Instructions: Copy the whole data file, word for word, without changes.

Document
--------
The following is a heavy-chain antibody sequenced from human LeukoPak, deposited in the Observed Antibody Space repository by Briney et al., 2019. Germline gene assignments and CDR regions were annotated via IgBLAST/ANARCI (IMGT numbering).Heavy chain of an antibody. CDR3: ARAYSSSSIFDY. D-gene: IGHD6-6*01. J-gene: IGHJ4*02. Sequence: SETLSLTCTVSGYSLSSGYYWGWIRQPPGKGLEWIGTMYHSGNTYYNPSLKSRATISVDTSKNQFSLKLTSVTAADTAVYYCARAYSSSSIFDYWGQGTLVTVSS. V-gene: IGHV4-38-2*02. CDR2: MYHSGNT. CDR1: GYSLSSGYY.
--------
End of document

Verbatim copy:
The following is a heavy-chain antibody sequenced from human LeukoPak, deposited in the Observed Antibody Space repository by Briney et al., 2019. Germline gene assignments and CDR regions were annotated via IgBLAST/ANARCI (IMGT numbering).Heavy chain of an antibody. CDR3: ARAYSSSSIFDY. D-gene: IGHD6-6*01. J-gene: IGHJ4*02. Sequence: SETLSLTCTVSGYSLSSGYYWGWIRQPPGKGLEWIGTMYHSGNTYYNPSLKSRATISVDTSKNQFSLKLTSVTAADTAVYYCARAYSSSSIFDYWGQGTLVTVSS. V-gene: IGHV4-38-2*02. CDR2: MYHSGNT. CDR1: GYSLSSGYY.